Looks like RETVRN is kind of a garbage ideology from just about any perspective. Akkad was not, to my understanding, a very nice place.

    I shall have to look up the better translations you suggest!

  5. Sargon "Nice City State Shame if Something Happened To It" of Akkad

    As a rule, anyone who tells you ancient women were nice but ancient men were bastards is not to be trusted. Or, frankly, that any group of women are nice while the corresponding group of men are bastards. Or that almost any group in history were nice. Or that any group today are nice.

    Bastardy is a great constant of power and of groups, is my point.

    Also, of course farming is a metaphor for fucking. Have you SEEN farming? It's all creating stuff and things getting bigger and lots of fluids and seeds splashing around. Honestly, it's indecent. Scarcely know where to look when I see a field.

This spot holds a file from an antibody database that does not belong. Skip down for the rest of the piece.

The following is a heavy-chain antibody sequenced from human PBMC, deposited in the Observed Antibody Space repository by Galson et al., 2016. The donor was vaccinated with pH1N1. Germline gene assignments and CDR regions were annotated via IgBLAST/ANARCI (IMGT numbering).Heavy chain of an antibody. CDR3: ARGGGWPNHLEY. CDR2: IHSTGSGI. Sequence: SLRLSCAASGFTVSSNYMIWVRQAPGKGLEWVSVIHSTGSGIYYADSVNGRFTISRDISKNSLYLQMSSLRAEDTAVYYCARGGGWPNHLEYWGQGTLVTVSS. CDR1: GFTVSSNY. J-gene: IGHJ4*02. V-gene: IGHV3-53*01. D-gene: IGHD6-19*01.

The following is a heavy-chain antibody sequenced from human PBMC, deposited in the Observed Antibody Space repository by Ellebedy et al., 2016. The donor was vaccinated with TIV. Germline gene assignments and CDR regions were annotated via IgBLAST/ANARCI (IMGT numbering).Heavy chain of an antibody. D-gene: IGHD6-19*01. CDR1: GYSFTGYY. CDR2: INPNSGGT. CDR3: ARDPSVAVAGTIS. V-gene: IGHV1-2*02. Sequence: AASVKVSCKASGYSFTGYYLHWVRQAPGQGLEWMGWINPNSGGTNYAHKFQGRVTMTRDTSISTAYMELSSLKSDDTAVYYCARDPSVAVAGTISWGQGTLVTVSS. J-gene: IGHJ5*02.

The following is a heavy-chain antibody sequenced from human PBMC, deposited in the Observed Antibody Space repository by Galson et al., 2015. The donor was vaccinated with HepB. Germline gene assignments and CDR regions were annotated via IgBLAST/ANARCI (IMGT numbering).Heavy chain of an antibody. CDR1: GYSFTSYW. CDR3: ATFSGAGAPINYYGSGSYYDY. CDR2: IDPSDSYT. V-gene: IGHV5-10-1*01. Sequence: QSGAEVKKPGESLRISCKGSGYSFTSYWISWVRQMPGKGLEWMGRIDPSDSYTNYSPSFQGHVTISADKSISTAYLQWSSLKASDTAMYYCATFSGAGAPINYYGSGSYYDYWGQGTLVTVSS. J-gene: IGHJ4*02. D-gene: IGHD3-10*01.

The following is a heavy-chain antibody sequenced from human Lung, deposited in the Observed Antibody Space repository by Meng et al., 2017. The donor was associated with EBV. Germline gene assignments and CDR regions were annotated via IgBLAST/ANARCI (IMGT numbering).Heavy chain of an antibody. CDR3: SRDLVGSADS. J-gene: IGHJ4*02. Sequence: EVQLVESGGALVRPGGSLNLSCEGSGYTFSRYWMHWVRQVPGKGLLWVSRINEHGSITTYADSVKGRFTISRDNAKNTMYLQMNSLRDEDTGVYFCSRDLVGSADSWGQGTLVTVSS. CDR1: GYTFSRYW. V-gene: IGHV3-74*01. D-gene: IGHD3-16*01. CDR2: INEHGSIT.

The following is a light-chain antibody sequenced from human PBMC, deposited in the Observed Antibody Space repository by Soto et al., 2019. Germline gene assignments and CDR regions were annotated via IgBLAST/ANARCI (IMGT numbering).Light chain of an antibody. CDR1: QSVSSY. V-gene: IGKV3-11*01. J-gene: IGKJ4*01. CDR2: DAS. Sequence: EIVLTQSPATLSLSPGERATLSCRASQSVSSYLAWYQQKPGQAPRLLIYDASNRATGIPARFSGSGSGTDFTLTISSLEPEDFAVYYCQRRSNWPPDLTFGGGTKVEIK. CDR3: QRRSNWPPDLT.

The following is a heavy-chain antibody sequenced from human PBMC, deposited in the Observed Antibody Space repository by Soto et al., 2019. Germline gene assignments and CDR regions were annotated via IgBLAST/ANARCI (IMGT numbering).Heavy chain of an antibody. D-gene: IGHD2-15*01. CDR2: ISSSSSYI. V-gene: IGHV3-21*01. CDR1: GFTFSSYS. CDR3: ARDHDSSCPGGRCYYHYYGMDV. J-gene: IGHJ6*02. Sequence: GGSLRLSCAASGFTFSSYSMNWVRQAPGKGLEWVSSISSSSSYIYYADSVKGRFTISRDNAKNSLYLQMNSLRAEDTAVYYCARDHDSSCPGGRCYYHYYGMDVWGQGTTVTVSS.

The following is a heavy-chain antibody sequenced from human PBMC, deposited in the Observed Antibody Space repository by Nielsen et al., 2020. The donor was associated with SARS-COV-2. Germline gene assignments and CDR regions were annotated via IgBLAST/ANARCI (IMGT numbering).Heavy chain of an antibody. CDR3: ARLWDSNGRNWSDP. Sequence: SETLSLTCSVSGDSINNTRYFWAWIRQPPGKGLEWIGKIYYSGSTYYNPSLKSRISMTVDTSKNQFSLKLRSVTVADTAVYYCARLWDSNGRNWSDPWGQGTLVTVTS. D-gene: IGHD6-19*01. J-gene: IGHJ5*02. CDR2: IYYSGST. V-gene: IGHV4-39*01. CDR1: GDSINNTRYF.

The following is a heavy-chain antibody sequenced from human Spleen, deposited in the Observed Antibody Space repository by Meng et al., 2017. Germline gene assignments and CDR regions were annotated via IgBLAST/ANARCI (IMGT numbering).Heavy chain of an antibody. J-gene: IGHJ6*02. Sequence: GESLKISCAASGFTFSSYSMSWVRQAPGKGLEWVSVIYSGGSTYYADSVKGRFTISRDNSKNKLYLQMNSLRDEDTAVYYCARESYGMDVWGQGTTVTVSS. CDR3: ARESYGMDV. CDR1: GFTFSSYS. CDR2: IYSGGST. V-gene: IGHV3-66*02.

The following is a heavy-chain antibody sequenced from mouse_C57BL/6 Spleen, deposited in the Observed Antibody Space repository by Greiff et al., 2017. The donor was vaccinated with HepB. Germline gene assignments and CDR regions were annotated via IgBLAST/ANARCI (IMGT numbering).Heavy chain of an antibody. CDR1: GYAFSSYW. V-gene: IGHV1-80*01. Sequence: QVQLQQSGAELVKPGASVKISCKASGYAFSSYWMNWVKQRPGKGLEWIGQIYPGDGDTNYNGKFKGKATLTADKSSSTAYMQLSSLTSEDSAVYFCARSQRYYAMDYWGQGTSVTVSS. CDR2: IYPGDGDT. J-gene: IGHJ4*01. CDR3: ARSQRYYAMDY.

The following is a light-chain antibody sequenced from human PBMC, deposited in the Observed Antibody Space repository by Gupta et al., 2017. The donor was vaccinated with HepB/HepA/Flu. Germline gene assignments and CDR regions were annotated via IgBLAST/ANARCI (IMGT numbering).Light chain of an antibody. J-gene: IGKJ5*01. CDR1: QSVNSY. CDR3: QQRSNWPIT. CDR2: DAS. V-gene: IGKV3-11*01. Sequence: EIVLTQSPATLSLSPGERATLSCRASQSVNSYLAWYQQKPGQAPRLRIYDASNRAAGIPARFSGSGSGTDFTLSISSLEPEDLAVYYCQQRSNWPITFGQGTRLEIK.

I am guessing you may not be aware of this site:

    This one also seems decent:

  6. Replies
    1. Adoptionism and Pelagianism are the best of early Christian heresies, for sure.

  7. Aw man, this reminds me of feminist archaeological theory I encountered back at university. It was analysis of the ruins of Çatalhöyük and how the presence of a bull's head was a clear sign that this must have been a peaceful, ideal and perfect matriarchal society. Why? Because a bull's head is obviously a representation of a uterus. Seriously that was the line of argument. And moon symbols. Clearly the only possible interpretation was that this was a society that worshipped femininity.
    The past isn't a foreign country, it's an ideal projection surface, I guess.

    1. Woof, that's a stretch to give you cramps.

    2. "The past isn't a foreign country, it's an ideal projection surface, I guess."

      This line is amazing and I want you to know that.